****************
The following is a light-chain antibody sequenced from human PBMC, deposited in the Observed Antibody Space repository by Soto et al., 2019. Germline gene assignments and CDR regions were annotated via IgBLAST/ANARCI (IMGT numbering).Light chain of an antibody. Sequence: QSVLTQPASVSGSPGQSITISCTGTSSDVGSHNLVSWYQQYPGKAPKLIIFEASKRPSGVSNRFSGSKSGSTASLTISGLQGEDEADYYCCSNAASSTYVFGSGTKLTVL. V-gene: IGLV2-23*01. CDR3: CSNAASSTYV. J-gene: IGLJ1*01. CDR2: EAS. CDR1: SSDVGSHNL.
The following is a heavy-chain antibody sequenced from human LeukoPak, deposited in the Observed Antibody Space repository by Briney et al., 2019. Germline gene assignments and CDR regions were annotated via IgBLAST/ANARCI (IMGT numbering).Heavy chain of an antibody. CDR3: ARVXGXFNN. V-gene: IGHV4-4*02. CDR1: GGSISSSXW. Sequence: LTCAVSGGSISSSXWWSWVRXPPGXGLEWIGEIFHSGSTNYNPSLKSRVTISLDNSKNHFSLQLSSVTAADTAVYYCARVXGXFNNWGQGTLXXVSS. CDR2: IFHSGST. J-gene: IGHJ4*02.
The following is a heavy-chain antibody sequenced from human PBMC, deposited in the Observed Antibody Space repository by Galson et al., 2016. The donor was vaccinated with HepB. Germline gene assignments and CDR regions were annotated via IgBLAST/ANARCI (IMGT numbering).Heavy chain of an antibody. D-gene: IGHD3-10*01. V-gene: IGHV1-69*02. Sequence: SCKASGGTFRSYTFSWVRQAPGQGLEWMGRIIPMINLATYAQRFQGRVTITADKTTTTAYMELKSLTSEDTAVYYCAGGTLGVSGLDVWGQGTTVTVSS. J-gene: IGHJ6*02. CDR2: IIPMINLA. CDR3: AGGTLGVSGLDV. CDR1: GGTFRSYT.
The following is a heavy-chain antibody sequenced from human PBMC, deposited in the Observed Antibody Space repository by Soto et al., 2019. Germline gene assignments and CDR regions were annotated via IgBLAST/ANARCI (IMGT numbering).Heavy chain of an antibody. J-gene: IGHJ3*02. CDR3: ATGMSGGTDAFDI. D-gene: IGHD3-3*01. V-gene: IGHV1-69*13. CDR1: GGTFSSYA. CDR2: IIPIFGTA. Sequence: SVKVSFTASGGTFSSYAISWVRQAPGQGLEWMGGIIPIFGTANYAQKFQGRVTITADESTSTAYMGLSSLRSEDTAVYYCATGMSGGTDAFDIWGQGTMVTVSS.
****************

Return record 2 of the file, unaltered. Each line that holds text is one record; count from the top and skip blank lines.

The following is a heavy-chain antibody sequenced from human LeukoPak, deposited in the Observed Antibody Space repository by Briney et al., 2019. Germline gene assignments and CDR regions were annotated via IgBLAST/ANARCI (IMGT numbering).Heavy chain of an antibody. CDR3: ARVXGXFNN. V-gene: IGHV4-4*02. CDR1: GGSISSSXW. Sequence: LTCAVSGGSISSSXWWSWVRXPPGXGLEWIGEIFHSGSTNYNPSLKSRVTISLDNSKNHFSLQLSSVTAADTAVYYCARVXGXFNNWGQGTLXXVSS. CDR2: IFHSGST. J-gene: IGHJ4*02.